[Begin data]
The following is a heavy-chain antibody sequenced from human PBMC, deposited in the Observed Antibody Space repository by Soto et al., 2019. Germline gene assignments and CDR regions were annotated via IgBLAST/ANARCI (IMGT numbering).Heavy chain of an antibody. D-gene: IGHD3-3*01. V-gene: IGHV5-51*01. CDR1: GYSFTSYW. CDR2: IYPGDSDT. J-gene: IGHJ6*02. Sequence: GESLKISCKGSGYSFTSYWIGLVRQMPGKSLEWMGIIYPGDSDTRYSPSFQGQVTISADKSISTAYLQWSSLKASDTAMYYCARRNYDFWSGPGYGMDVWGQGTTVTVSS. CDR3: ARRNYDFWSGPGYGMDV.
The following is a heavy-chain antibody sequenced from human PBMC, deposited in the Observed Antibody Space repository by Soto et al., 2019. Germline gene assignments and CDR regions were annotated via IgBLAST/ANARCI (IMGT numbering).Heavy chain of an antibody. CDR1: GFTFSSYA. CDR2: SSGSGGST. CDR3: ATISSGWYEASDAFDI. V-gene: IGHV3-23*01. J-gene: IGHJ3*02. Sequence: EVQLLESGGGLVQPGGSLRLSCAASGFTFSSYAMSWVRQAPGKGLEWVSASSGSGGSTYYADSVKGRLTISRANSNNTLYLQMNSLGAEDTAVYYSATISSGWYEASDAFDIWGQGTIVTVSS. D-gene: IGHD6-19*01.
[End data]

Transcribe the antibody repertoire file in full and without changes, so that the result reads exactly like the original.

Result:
The following is a heavy-chain antibody sequenced from human PBMC, deposited in the Observed Antibody Space repository by Soto et al., 2019. Germline gene assignments and CDR regions were annotated via IgBLAST/ANARCI (IMGT numbering).Heavy chain of an antibody. D-gene: IGHD3-3*01. V-gene: IGHV5-51*01. CDR1: GYSFTSYW. CDR2: IYPGDSDT. J-gene: IGHJ6*02. Sequence: GESLKISCKGSGYSFTSYWIGLVRQMPGKSLEWMGIIYPGDSDTRYSPSFQGQVTISADKSISTAYLQWSSLKASDTAMYYCARRNYDFWSGPGYGMDVWGQGTTVTVSS. CDR3: ARRNYDFWSGPGYGMDV.
The following is a heavy-chain antibody sequenced from human PBMC, deposited in the Observed Antibody Space repository by Soto et al., 2019. Germline gene assignments and CDR regions were annotated via IgBLAST/ANARCI (IMGT numbering).Heavy chain of an antibody. CDR1: GFTFSSYA. CDR2: SSGSGGST. CDR3: ATISSGWYEASDAFDI. V-gene: IGHV3-23*01. J-gene: IGHJ3*02. Sequence: EVQLLESGGGLVQPGGSLRLSCAASGFTFSSYAMSWVRQAPGKGLEWVSASSGSGGSTYYADSVKGRLTISRANSNNTLYLQMNSLGAEDTAVYYSATISSGWYEASDAFDIWGQGTIVTVSS. D-gene: IGHD6-19*01.